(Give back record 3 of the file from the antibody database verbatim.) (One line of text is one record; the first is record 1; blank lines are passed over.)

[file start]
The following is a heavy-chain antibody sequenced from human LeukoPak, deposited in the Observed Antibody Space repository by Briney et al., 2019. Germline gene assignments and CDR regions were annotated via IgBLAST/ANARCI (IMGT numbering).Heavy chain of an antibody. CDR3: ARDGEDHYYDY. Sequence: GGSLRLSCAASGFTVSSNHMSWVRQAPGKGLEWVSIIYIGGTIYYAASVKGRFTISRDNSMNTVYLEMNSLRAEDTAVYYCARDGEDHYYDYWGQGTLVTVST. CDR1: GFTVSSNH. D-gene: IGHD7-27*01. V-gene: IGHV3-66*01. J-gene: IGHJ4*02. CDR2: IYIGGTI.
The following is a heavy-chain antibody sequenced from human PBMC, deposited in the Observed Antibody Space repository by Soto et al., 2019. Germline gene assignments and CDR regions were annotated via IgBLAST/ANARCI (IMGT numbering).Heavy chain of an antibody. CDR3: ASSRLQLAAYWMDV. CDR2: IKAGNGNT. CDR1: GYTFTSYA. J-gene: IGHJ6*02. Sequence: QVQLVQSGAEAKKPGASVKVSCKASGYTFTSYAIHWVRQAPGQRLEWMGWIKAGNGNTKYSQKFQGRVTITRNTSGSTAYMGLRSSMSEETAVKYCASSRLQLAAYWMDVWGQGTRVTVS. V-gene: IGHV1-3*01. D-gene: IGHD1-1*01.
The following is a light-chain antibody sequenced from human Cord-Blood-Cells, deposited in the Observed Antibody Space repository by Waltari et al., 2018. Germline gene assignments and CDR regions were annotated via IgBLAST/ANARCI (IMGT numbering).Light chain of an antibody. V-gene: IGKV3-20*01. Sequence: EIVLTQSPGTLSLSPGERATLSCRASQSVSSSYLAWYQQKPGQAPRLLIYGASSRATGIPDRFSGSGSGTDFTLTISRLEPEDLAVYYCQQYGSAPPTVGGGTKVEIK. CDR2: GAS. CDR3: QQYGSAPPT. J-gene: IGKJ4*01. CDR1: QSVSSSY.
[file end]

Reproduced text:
The following is a light-chain antibody sequenced from human Cord-Blood-Cells, deposited in the Observed Antibody Space repository by Waltari et al., 2018. Germline gene assignments and CDR regions were annotated via IgBLAST/ANARCI (IMGT numbering).Light chain of an antibody. V-gene: IGKV3-20*01. Sequence: EIVLTQSPGTLSLSPGERATLSCRASQSVSSSYLAWYQQKPGQAPRLLIYGASSRATGIPDRFSGSGSGTDFTLTISRLEPEDLAVYYCQQYGSAPPTVGGGTKVEIK. CDR2: GAS. CDR3: QQYGSAPPT. J-gene: IGKJ4*01. CDR1: QSVSSSY.